Cardinal urges politicians to elevate level of Philippine politics

Tagle hosts closed-door prayer service for presidential hopefuls
Cardinal urges politicians to elevate level of Philippine politics

Cardinal Luis Antonio Tagle of Manila told presidential hopefuls to lift up the level of politics in the Philippines. (File photo by Vincent Go)

Cardinal Luis Antonio Tagle of Manila has urged aspirants for next year's Philippine presidential elections to elevate the country's level of politics.

The prelate hosted a closed-door prayer service for top presidential aspirants — Vice President Jejomar Binay, Interior Secretary Mar Roxas, and Senator Grace Poe — on Sept. 7, months before May national elections.

In a statement released to the media on Sept. 8, Cardinal Tagle said there was "no political discussion" during the meeting.

He said the event was organized by the Parish Pastoral Council for Responsible Voting "as part of pastoral care not only of voters but also of potential candidates".

The council is a parish-based election watchdog of the Catholic Church.

The prelate said the program was "simple" and included an evening prayer, dinner, and "meditation on humble servant leadership in the Bible and the role of servant leaders in promoting the common good".

Henrietta de Villa, chairwoman of the council, said the cardinal reminded the candidates that "even when the rigors of the campaign reached fever pitch ... the level of the campaign would be elevated".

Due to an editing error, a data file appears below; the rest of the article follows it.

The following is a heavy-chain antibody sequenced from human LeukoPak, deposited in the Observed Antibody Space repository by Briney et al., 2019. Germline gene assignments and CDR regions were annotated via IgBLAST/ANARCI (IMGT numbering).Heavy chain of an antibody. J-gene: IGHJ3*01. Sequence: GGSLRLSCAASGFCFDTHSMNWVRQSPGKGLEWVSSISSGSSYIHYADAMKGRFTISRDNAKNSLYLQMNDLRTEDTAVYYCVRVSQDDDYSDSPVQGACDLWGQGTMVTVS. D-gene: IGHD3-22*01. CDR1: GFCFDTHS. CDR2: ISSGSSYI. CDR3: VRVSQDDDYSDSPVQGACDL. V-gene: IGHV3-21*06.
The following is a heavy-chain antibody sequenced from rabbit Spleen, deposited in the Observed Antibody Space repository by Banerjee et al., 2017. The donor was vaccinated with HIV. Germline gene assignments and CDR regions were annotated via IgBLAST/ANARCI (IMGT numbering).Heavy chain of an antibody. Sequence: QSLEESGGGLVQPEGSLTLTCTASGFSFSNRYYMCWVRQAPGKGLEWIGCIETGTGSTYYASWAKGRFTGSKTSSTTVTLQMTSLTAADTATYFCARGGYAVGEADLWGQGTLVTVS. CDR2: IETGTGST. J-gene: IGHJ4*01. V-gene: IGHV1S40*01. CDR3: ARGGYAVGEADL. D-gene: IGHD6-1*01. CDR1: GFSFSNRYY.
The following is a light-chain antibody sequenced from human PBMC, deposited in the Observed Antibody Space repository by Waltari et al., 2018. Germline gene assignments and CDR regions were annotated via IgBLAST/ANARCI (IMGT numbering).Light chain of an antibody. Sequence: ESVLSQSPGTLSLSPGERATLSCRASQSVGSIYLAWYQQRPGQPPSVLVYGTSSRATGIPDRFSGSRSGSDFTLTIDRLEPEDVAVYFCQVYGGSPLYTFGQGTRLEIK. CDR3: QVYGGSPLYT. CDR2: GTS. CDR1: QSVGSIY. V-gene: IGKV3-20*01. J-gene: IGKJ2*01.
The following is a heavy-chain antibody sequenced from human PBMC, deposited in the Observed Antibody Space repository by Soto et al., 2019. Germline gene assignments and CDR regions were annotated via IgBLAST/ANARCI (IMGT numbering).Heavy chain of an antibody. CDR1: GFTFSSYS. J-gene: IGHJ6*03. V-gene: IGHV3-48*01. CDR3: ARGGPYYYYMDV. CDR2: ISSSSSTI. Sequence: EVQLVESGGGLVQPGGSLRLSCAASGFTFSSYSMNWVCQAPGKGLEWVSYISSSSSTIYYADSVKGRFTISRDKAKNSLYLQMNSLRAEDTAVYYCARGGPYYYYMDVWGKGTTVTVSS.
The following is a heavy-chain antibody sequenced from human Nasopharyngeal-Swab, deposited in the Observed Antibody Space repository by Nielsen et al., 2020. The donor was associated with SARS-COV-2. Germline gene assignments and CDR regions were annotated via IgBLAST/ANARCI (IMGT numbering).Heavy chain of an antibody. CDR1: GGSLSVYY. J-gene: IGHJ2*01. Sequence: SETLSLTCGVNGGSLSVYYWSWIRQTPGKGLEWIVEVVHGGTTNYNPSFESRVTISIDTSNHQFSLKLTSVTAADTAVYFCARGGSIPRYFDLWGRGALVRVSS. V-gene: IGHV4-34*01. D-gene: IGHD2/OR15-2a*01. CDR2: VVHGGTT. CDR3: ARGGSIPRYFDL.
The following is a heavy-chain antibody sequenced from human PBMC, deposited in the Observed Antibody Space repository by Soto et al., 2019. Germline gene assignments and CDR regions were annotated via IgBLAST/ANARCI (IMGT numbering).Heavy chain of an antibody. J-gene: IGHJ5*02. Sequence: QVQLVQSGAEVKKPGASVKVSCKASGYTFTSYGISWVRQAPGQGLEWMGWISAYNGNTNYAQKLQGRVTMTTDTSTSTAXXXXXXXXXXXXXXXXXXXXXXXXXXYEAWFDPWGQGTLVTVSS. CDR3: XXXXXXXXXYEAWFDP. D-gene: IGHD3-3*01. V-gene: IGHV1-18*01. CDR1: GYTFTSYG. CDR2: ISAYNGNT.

"The cardinal asked them to raise the bar in political campaigning," she said.

De Villa described the meeting as "friendly" and "just [a] plain moment of providing [the candidates] some kind of spiritual rest".

She said Cardinal Tagle reminded the politicians that to be a servant, "you must serve first".

"The atmosphere was jovial because the cardinal is a very relaxed person," De Vill said.

The Catholic Bishops' Conference of the Philippines has clarified that it will not be endorsing candidates in the elections.

Reports of election candidates bribing, intimidating or even killing to ensure election victory are common in the Philippines.

During 2013 mid-term elections, at least seven people were reported killed on polling day alone, while at least 60 people were killed in the lead-up to the election.

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